Nothing for Mahala will need every ounce of Apteker’s brand of magic, to defy the odds, overcome prejudice about local movies and break the box office.
It’s a mantra he’s been repeating for years, since the days of Straight Outta Benoni and then his most recent film, Material, which defied the odds to record a pre-tax profit.
“In this country, there’s (Leon) Schuster and then there’s the movie industry. People are scared to watch local movies, even though we can and do produce ones that are very good, the equal of international productions.”
Nothing for Mahala, he believes, is one of the very good ones. “I read the script, I loved it. I’ve watched the director on set, watched the actors, this is a great movie.”
He’s billed as an executive producer on this one, along with Japhet, but as always Apteker has been getting involved where he can and negotiating the perilous track between conflicting egos and agendas, in between pulling 20-hour workdays.
He’s simultaneously invigorated and exhausted – an absolute mess of nervous worry.
“I know everything’s fine, the film’s great, the cast, the crew, but what if the public doesn’t like it, what if?”
It’s always like this; the difference is that there are funders on board too this time. He’s also stuck in some money, despite working for two years on the project without pulling a salary.
He doesn’t need to worry, he needs to take heart from another of his magic tricks.
Apteker pulls out a dice from his haversack. There’s a silver business card-holder in his hand; he puts that out too.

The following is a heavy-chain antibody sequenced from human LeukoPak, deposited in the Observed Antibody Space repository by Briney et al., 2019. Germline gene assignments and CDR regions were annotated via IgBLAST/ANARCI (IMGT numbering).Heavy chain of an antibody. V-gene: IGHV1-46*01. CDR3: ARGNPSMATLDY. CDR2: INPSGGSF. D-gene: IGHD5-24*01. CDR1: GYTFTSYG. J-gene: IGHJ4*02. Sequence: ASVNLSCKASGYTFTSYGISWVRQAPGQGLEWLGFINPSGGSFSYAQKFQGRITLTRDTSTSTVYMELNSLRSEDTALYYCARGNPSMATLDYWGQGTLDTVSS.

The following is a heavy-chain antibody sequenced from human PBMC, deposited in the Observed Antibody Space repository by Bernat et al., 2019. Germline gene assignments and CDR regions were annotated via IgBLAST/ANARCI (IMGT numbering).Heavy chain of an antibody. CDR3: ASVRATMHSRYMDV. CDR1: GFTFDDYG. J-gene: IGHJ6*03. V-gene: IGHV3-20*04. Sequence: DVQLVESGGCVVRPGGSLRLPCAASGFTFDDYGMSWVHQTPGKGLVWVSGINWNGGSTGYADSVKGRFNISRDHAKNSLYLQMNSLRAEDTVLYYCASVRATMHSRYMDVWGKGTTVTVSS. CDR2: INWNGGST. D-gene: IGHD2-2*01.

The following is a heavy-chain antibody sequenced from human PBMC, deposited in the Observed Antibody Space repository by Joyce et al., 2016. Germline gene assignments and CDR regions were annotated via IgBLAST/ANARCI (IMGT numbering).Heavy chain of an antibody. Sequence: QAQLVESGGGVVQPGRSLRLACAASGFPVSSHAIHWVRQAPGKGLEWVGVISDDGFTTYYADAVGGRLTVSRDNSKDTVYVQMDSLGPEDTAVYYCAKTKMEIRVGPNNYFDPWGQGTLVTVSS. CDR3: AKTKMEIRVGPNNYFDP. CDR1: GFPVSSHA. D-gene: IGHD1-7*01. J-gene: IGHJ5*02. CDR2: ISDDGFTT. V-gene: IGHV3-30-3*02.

He looks me in the eye. “I’ve stopped worrying whatsoever over the last month, since I started doing this.
“I roll the dice and I do what it tells me. If it’s one, I do number one on my list, two, two and so on. If I want to go home, I go home. If I want to work into the small hours, I work.
“I have to do what the card tells me. Do you trust me?” he asks. I nod. “Roll the dice.” I roll the dice and it’s a one.
Apteker opens the silver case and lays out the six laminated business card-sized cards face down.
“Now I’ve got to do to you whatever the card says. Are you ready?”
He turns it over. “Be nice,” it reads.
We both laugh.
“Do you want to know what was on the other cards?” he asks. I nod. He turns them over: “Kill”, “Kill”, “Kill”, “Kill”, “Kill” read the other five.
Apteker and Japhet have rolled the dice. Nothing for Mahala faces the same kind of odds from cinemagoers.
They won’t have too long to wait to find out what number came up.
Spending more than you earn, borrowing what you can’t afford to repay isn’t a particularly South African phenomenon, but it is one that’s wreaking havoc in our society.
In Nothing for Mahala, Thapelo Mokoena plays Axe Gumede, an up-and-coming property agent determined to make his mark, until the mashonisas catch up with him. When his lavish lifestyle lands him in hot water, he is sentenced to community service at an old-age home. There he meets Hendrik (Marius Weyers), a grumpy old man. But in this clash of cultures will lie their redemption. Heartlines teamed up with Quizzical Pictures to produce Nothing for Mahala.
“This is our first foray into comedy and we are hoping that the script, which has been in development for more than three years, will touch South Africans. It’s comedy with a heart,” said Heartlines’ chief executive Garth Japhet.
The film forms part of a larger campaign which will include roadshows and resources based on the film distributed to communities across the country.
The aim of the campaign is to get South Africans to review their attitudes to money.
• To see the trailer go to i-lincc. code starmahala1